Why All Muslim Women Should Use Prenups

Why All Muslim Women Should Use Prenups


 

Prenups usually rear their head in modern American culture when a wealthy man wants to make sure his wife-to-be doesn’t run off with his fortune, and are generally viewed as an unromantic sign that modern couples don’t take marriage as seriously as their parents did.

But prenuptial agreements aren’t a new invention for a less committed generation; they’re thousands of years old – and enshrined in Islamic law

Marriage in Islam not a sacrament. It’s a covenant, an agreement – one that can be revoked. The Qur’an says that Allah granted Muslims spouses so that they might find tranquility with them, and has placed “love and mercy” between them. But the Qur’an also recognizes that those relationships sometimes break down, irreparably, and that when they do, women are the ones who are the most vulnerable.

That’s why the nikah, or Islamic marriage contract, was such revolutionary and powerful tool for Muslim women – and remains one today, if we would just take advantage of it.

The nikah, which both the husband and wife must consent to and sign in the presence of two witnesses, is the agreement that will govern their relationship. Anything that the couple agrees to can go into the nikah, as long as it isn’t forbidden by Islam, and this is the chance for a prospective Muslim bride to gather all the assurance she can that her husband intends to respect her and their marriage.

The conditions can range from what the wife is owed in the case of a divorce, to where the couple will live, and even custody of any children they may have. The marriage contract also dictates the mahr, or marriage gift, which the Qur’an says a Muslim groom is obligated to give his bride in order to marry her. Not to be confused with a dowry – a payment by the bride’s family in exchange for marriage, which does not exist in Islam – it is any gift of the bride’s choosing, monetary or otherwise, that she can use to test her intended’s devotion or ensure her future in the case that he proves lacking.

Some brides ask for an amount of money or gold, and since the mahr is the sole property of the bride even in the case of divorce, this can serve as insurance against desertion. But the mahr can also be non-monetary – she may ask her husband to teach her a skill or trade that he has, or to memorize a certain part of the Qur’an for her.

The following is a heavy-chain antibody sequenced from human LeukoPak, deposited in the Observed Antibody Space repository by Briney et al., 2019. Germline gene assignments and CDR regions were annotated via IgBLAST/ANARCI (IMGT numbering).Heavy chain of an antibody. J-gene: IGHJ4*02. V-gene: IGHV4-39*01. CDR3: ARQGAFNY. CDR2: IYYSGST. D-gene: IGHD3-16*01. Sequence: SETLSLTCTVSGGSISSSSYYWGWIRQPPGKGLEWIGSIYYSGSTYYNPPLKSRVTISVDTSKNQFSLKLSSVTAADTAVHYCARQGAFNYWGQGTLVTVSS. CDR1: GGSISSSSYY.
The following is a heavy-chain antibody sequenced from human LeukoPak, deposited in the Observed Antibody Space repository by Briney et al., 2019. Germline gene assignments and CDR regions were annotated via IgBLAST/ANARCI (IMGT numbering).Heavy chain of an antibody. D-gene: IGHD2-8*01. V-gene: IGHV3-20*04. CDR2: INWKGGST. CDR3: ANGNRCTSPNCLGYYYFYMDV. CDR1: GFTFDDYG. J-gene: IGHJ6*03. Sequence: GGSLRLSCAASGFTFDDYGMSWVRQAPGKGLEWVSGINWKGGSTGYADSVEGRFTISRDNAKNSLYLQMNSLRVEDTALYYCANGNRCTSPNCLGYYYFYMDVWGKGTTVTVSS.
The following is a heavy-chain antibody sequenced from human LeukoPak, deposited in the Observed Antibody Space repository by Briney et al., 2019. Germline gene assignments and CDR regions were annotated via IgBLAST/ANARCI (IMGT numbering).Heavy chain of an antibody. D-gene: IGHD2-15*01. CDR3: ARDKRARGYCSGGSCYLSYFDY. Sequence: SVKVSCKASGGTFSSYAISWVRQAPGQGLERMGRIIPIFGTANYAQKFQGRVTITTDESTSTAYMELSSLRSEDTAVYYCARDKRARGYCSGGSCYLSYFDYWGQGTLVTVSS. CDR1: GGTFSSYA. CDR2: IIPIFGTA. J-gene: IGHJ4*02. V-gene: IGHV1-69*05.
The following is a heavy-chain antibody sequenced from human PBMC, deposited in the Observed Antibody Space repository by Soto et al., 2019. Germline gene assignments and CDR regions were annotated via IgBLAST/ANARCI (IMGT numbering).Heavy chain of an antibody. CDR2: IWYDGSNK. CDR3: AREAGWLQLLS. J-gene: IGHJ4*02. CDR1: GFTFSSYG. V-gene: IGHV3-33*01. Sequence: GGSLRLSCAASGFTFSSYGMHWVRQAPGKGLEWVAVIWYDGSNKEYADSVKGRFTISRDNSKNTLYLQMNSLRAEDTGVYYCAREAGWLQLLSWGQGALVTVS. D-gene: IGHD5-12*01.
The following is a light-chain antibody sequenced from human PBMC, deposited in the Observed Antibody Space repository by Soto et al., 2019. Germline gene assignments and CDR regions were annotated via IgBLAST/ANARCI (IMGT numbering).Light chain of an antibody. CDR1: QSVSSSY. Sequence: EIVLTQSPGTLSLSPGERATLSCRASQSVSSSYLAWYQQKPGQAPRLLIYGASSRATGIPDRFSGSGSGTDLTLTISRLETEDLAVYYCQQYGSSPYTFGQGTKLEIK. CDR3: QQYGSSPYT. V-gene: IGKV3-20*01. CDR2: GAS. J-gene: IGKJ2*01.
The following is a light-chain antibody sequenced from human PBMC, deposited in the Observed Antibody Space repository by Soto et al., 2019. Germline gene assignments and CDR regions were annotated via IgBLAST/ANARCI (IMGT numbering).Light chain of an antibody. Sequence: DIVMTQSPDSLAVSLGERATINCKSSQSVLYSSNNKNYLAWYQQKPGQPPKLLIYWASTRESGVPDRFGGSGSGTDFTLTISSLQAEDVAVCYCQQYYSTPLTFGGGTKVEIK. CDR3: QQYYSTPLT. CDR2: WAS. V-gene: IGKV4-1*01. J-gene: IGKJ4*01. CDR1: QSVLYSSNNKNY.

The conditions of the nikah and the mahr aren’t something that should be decided by your country’s custom or your husband’s family, but should be made by the bride after thinking carefully about her specific needs.

Too many Muslim women have found themselves duped by men who fill their ears with promises before marriage, which evaporate into the air afterward, knowing that cultural stigma surrounding divorcees will prevent his wife from leaving him.

Which makes it incredibly disturbing to learn that many – if not most – Muslim women don’t place conditions in their wedding contracts at all. Some don’t even read them.

The conditions of the nikah and the mahr aren’t something that should be decided by your country’s custom or your husband’s family, but should be made by the bride after thinking carefully about her specific needs.

In some cultures, it’s even considered rude for the bride to ask to see her contract.

The nikah should be an active process where the woman seriously informs her future husband about what she expects from her marriage. Cultural stigma, shyness, or even love shouldn’t stop any woman from demanding a marriage contract that protects her.

He promises that he won’t take a second wife? Put it in the contract. He swears that he won’t move your family outside of the country? Ask him to put his money where his mouth is. He says he’ll fund your education and supports your plan to work after you have children? Then write it down and sign on the dotted line.

If the man a woman is planning to marry is hesitant to solemnize the promises he’s been making her in a contract, it’s likely he wasn’t planning to keep them anyway.

May Allah ensure all Muslim women have strong prenups that they never need – but protect them if they do.



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